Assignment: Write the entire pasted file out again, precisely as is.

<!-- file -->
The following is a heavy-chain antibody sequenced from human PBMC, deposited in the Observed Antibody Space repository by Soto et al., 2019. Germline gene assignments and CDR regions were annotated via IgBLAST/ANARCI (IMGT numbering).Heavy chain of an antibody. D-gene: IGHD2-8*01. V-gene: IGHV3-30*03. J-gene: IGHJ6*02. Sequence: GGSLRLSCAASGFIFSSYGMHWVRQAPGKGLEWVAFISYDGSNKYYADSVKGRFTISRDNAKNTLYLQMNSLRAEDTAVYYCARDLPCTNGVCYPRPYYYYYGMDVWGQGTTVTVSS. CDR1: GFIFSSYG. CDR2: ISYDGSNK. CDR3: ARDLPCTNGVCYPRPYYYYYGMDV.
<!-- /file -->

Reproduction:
The following is a heavy-chain antibody sequenced from human PBMC, deposited in the Observed Antibody Space repository by Soto et al., 2019. Germline gene assignments and CDR regions were annotated via IgBLAST/ANARCI (IMGT numbering).Heavy chain of an antibody. D-gene: IGHD2-8*01. V-gene: IGHV3-30*03. J-gene: IGHJ6*02. Sequence: GGSLRLSCAASGFIFSSYGMHWVRQAPGKGLEWVAFISYDGSNKYYADSVKGRFTISRDNAKNTLYLQMNSLRAEDTAVYYCARDLPCTNGVCYPRPYYYYYGMDVWGQGTTVTVSS. CDR1: GFIFSSYG. CDR2: ISYDGSNK. CDR3: ARDLPCTNGVCYPRPYYYYYGMDV.